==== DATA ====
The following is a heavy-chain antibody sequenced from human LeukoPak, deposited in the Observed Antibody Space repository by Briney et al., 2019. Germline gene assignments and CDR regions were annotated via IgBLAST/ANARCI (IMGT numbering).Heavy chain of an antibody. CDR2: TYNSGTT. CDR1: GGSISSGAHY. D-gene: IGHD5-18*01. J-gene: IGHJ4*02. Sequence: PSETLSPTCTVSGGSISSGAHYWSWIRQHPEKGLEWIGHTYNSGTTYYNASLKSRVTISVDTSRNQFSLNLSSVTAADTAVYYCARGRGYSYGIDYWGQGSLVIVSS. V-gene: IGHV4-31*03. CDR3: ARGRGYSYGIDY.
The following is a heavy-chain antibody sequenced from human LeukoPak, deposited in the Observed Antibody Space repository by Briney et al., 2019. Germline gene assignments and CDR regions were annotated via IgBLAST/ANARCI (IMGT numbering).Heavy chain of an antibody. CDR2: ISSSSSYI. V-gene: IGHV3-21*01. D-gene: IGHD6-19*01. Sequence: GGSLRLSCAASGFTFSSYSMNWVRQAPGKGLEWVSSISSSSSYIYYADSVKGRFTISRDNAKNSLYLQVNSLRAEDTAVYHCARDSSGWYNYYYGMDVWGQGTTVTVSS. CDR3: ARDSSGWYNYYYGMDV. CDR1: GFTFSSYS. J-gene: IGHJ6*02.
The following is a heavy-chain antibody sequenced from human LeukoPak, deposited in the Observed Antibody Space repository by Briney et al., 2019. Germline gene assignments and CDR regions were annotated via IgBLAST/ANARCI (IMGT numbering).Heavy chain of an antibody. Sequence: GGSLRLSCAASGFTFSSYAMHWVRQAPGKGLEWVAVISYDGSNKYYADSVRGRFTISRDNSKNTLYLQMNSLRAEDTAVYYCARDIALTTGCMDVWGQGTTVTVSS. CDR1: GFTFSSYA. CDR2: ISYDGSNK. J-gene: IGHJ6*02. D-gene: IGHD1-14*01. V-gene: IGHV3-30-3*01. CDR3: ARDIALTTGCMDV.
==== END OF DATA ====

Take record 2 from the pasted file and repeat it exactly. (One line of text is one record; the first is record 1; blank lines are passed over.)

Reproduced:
The following is a heavy-chain antibody sequenced from human LeukoPak, deposited in the Observed Antibody Space repository by Briney et al., 2019. Germline gene assignments and CDR regions were annotated via IgBLAST/ANARCI (IMGT numbering).Heavy chain of an antibody. CDR2: ISSSSSYI. V-gene: IGHV3-21*01. D-gene: IGHD6-19*01. Sequence: GGSLRLSCAASGFTFSSYSMNWVRQAPGKGLEWVSSISSSSSYIYYADSVKGRFTISRDNAKNSLYLQVNSLRAEDTAVYHCARDSSGWYNYYYGMDVWGQGTTVTVSS. CDR3: ARDSSGWYNYYYGMDV. CDR1: GFTFSSYS. J-gene: IGHJ6*02.